Bob Dylan - Everywhere
August 30, 2005
Bob Dylan's latest compilation of more than 2-dozen bootleg tracks was released today on the Legacy label. The Bootleg Series, Vol. 7: No Direction Home - The Soundtrack arrives a few weeks before the new documentary by Martin Scorsese that chronicles Dylan's early days (the movie focuses on 1961-66) and his transformation from Woody Guthrie acolyte to pop god. The film version of No Direction Home airs on PBS stations across the U.S. as a two-part special installment on American Masters on Sept. 26 and 27 (check local listings for times). For those of you in the U.K., it will also air on BBC2's Arena series on Sept. 26. It's a reunion of sorts for Dylan and Scorsese, who directed The Last Waltz, a documentary of the final concert of The Band (who, of course, started out backing up Dylan).
On Sept. 20 (a week before it airs on tv - go figure), No Direction Home - The Documentary arrives in stores. And, on Sept. 13, Simon & Schuster publishes The Bob Dylan Scrapbook - 1956-1966, offering pictures, lyrics, interviews, memorabilia and a CD that will tie into the film as well.
Posted by Ann VerWiebe at 2:18 PM
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The Secret Society of Banjo
August 26, 2005
Last week on Gilmore Girls (aka - my favorite tv show), Lane (who a Korean-American girl rock drummer) discovered her boyfriend (who is also her bandmate) sneaking around with a bluegrass band. He was afraid she would lose respect for him if she found out about his love of the banjo. She told him she thought his banjo was sexy. How about you? Have you ever lied to a girl (or a boy) about your bluegrass lifestyle?
Posted by Ann VerWiebe at 5:10 PM
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Road trip! Car tunes?
August 24, 2005
It's been almost 20 years since my buddy Jonathan told me that we should move from Colorado, where we'd been living, to Europe. His idea was that we'd take country and American folk music to the culturally-starved Europeans. We'd reach iconic status, develop our language skills, eat and drink well, meet interesting people and return to a warm welcome in the USA after a year or so. And it all happened (except for the iconic status and the return to our homeland). Jonathan lives in Paris; I live in Switzerland (I got first choice).
He visits now and then and when we cruise along the Alpine highways and back roads, our always-nostalgic conversations are supported by a carefully-selected, folk-driven soundtrack on the car's CD player.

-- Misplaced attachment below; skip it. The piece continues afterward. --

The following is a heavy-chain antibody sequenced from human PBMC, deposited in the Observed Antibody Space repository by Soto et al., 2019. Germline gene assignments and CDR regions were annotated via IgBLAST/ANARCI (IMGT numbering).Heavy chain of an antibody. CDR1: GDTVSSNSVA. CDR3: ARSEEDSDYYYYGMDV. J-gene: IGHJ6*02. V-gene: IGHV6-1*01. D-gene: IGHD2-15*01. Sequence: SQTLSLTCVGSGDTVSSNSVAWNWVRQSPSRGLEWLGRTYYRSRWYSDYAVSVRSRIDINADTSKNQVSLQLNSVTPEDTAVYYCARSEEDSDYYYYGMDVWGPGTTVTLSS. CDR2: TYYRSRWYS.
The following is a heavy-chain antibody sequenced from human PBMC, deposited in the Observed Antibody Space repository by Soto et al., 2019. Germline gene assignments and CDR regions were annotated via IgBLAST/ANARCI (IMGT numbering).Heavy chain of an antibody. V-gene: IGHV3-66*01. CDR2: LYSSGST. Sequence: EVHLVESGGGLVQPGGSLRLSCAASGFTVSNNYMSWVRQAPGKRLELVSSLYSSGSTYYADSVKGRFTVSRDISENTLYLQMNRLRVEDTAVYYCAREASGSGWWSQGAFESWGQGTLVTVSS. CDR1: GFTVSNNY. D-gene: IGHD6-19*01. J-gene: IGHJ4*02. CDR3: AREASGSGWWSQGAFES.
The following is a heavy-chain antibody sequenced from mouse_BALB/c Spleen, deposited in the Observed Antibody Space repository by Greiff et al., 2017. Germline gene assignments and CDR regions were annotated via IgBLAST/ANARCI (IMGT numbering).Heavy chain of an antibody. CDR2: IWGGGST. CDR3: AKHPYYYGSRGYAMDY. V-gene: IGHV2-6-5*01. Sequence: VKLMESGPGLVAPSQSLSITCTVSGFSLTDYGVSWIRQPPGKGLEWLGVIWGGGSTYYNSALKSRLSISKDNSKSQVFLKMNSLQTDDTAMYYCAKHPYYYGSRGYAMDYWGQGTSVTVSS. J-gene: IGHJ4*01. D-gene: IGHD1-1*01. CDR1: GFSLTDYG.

With cassettes, choosing music for the car was an enormous challenge: we didn't want to have to fast forward through an unloved song or turn the volume down for three minutes and sixteen seconds.
I'm still influenced by the tape days. I try to find CDs which I can enjoy in their entirety at relatively high volume. Currently, in my five-disc changer are the two Girlyman CDs, Herb Pedersen's Southwest, a Tim and Mollie O'Brien album, and a Peter, Paul and Mary compilation (Japanese import). Lots of vocals these days.
I'd be curious to know what the FolkAlley.com gang listen to in their cars. Studio-released tapes or CDs? Compilations (legal, of course)? Do you go through phases? What's the all-time best folk-ish CD for the car? Start your engines!
Posted by Stephen Ferron at 6:53 AM
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Farm Aid's 20th Anniversay
August 22, 2005
This September 18th, Farm Aid's 20th Anniversay concert takes place in Tinley Park, IL - about 25 miles or so outside of Chicago. Artists scheduled to perform at this benefit include: Willie Nelson, John Mellencamp, Neil Young, Dave Matthews, Arlo Guthrie, Buddy Guy, Emmylou Harris, John Mayer, and many more. Farm Aid is a US non-profit organization that works to keep family farms operational and to restore family farm-centered agriculture. In addition, they offer disaster relief to family farmers in times of drought. Of the artists performing at Farm Aid, Willie Nelson in particular has put his shoulder to the wheel by starting his company - Willie Nelson's BioDiesel - that sells high quality biodiesel grown by family farmers. Are there any Folk Alley listeners planning to attend the concert next month? Or who have attended in the past?
Posted by Linda Fahey at 11:36 PM
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Does it have to be acoustic?
August 17, 2005
Does folk music have to be acoustic? Is there such a thing as "electric-folk?" How do you feel about a crunching guitar in the middle of a traditional song? When Bob Dylan plugged in--he freaked a lot of people out. When bands like Clannad in Ireland started using electric guitars, people there were freaked out too. A recent search in Google for the definition of folk music brougt up seven different descriptions--not one mentioned the music being acoustic. So, how do you feel about an electric dulcimer?